‘Civilisation is a method of living, an attitude of equal respect for all men.’
Like many wealthy and privileged American women at the time, Jane Addams set out on a two-year tour of Europe in 1883; a rite of passage. Aged 23, she travelled the across the continent, spending several months in Dresden, Berlin, Paris, and London. Unlike others, however, Addams came back a transformed woman. She was appalled by the poverty and squalor she witnessed in her travels, and when she came back she fell into a deep depression, unable to accept the conventional lifestyle expected of a woman of her wealth and status.
Reading voraciously, writing extensively, and her dreams of helping those in need, gave her direction. In 1889, her and her partner, Ellen Starr, co-founded Hull House, a settlement house in Chicago. Addams’ social work there focused on education, employment, and empowerment for the city’s diverse immigrant community, providing daycare facilities for the children of working mothers and English language as well as citizenship classes. She also became a women’s suffrage campaigner, arguing that women needed to have a political voice so that they could bring their domestic expertise into the public sphere and assist with key areas of government, such as sanitation to schooling, as well as promoting pacifism. In 1920, she founded the American Civil Liberties Union, and in 1931, four years before her death, she was awarded the Nobel Peace Prize.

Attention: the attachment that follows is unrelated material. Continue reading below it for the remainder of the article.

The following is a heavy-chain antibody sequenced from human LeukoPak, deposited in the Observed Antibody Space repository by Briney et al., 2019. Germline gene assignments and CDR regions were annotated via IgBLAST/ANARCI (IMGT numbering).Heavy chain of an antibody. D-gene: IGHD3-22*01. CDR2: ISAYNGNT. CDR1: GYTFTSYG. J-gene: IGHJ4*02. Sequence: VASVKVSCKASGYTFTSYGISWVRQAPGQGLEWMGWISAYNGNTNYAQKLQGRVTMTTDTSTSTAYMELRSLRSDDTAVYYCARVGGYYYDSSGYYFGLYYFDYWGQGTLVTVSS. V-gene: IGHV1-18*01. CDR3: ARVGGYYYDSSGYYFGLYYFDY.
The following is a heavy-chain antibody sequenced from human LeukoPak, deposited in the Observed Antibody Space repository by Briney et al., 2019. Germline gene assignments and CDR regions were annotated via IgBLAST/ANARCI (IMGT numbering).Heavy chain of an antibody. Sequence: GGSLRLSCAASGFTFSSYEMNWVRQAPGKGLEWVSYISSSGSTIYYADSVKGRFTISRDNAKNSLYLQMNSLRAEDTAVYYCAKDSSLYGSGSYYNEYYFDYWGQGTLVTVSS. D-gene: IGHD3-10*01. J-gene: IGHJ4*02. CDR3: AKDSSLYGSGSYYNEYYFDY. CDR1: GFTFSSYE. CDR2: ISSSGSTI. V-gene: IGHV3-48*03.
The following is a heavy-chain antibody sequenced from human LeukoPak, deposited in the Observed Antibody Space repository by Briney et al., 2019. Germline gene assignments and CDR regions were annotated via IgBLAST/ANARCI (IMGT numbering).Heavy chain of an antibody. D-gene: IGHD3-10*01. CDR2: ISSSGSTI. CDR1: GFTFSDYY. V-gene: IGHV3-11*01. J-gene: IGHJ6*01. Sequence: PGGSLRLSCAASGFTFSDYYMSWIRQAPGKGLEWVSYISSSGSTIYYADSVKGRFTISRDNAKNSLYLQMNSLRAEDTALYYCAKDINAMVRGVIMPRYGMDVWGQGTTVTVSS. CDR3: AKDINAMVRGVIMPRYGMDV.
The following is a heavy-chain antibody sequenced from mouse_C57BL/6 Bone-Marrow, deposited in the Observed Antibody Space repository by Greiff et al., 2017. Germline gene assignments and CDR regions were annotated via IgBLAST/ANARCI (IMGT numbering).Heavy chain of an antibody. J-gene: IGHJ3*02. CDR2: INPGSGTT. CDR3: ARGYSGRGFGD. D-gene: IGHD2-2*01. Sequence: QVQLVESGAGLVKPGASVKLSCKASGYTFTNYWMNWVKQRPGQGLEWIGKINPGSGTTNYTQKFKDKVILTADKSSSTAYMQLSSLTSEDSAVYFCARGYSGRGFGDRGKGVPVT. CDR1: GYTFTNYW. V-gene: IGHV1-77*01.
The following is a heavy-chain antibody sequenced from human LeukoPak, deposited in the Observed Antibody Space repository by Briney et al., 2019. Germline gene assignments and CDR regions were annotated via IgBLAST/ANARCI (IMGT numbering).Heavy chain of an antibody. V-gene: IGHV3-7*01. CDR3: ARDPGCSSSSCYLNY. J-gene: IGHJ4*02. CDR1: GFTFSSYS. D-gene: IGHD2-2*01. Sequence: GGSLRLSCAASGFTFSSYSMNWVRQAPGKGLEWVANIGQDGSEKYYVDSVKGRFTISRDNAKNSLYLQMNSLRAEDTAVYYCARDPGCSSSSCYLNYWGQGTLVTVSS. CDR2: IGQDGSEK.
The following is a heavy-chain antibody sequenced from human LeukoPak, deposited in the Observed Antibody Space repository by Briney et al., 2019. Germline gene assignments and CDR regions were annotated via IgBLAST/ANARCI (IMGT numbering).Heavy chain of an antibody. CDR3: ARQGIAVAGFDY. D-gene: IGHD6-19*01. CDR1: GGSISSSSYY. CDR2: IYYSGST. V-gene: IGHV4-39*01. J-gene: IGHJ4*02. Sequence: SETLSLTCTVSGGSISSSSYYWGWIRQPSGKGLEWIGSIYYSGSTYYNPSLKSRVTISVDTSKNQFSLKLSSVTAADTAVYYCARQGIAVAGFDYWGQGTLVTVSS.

So, a pacifist, feminist, and social worker… that’s no plain Jane.